The Rough Road to Respect—Admitting One’s Errors
From Robert J. Haiman’s Best Practices for Newspaper Journalists:
“But the public sees it quite another way. They say they understand that reporters have to work very hard and fast under pressure, and they acknowledge that is not a system likely to produce perfection But they do not believe this should exempt the newspaper from cleaning up its messes promptly and fully” (13).
I think a lot of what Haiman writes seemed simply like common sense to me. But, then again, since I have also been and viewed myself as a member of the public and not as a journalist until this class, perhaps it is easier for me to perceive what would annoy the public more than someone who has been a news writer for 20 years.
I chose the quote above because of how true it is. I have always respected journalists for the job they have to do. I doubt many people would claim that being a journalist is easy. I have said myself several times that I would not want to be a journalist because it would stress me out too much. Too much is simply out of one’s control for me to wish to do it as a career. However, no matter how stressful a job is people should and do have to take responsibility for their actions and mistakes. I am seeking a teaching certification and in the education field we call it accountability. If we don’t take responsibility for what we do and try to learn and change from our mistakes, we will simply perpetuate ineffective practices and mistakes.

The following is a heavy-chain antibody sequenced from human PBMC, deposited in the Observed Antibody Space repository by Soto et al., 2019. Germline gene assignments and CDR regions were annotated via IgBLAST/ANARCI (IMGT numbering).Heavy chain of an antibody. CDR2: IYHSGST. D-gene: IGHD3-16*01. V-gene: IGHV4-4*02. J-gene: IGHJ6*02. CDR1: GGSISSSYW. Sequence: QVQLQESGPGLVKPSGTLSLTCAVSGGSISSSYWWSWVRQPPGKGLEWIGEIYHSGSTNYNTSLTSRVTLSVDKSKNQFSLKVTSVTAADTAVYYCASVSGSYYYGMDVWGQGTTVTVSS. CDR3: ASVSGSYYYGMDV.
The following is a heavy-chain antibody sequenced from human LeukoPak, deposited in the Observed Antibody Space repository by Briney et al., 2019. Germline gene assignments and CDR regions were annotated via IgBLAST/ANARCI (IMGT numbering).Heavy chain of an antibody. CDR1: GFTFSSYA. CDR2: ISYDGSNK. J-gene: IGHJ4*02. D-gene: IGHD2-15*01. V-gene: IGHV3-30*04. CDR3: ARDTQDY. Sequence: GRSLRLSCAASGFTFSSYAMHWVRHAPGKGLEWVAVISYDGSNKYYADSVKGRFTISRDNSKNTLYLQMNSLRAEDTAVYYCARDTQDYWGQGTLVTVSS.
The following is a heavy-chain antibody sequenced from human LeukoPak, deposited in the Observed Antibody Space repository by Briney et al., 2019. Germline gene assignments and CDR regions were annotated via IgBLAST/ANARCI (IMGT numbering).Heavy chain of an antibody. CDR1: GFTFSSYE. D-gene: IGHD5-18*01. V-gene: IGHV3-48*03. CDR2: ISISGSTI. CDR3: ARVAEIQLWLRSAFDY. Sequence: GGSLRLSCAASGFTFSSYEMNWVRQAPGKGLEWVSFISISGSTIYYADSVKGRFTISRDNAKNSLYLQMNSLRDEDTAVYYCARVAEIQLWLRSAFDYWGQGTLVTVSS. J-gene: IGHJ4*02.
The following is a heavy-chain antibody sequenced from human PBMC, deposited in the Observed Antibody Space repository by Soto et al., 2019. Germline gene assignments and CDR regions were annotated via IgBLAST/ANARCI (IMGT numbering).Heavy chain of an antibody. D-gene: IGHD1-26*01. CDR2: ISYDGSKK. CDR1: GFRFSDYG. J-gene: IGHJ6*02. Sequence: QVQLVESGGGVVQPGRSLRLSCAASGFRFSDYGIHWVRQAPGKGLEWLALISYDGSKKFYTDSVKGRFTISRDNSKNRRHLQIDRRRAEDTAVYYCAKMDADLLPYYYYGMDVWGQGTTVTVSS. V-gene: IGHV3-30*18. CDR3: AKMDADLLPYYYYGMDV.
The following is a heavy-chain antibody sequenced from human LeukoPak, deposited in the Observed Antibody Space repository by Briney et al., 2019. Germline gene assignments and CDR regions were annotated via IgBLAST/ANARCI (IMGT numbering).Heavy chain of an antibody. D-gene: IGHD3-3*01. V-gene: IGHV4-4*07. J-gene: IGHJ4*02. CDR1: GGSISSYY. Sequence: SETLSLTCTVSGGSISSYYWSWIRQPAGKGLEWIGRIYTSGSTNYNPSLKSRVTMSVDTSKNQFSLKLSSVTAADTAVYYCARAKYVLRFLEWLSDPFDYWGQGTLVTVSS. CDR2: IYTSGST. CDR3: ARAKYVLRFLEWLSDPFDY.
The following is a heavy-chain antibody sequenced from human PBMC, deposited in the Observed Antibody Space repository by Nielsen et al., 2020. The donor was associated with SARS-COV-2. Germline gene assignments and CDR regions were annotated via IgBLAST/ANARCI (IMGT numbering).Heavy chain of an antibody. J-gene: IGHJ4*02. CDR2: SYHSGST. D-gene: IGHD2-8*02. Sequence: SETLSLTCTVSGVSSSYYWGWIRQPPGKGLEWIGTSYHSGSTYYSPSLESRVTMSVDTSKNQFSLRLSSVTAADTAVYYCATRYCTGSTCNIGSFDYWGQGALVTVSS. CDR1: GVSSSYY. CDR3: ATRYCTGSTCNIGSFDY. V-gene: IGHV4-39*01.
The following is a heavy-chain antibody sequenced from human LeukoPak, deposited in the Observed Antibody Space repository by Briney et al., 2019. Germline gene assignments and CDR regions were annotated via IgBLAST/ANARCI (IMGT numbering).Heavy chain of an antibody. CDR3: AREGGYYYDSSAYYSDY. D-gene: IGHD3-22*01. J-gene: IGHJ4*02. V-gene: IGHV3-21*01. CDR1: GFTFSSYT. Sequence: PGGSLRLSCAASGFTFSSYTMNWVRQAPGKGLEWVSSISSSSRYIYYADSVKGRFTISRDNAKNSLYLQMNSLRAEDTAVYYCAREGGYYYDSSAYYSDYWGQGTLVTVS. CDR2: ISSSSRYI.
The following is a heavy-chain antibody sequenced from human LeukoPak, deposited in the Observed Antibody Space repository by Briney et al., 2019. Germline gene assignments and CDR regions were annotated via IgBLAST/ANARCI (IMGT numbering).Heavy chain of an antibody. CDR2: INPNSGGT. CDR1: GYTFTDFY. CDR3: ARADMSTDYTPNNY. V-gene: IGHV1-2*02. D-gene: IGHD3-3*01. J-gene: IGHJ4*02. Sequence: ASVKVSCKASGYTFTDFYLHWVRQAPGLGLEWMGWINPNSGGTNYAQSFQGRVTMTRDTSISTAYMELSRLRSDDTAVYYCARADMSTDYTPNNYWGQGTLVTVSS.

I also think it makes sense that the public would prefer and have greater respect for the newspapers that own up to their errors. It may be slightly embarrassing, but it does make the newspaper more reliable. Who do you want to trust, someone who tries to sweep misinformation under the rug or someone who admits it and learns from it? Admitting you’re wrong is never easy, but you will gain more respect by doing so, both in life and in the news world.
Read more on Haiman.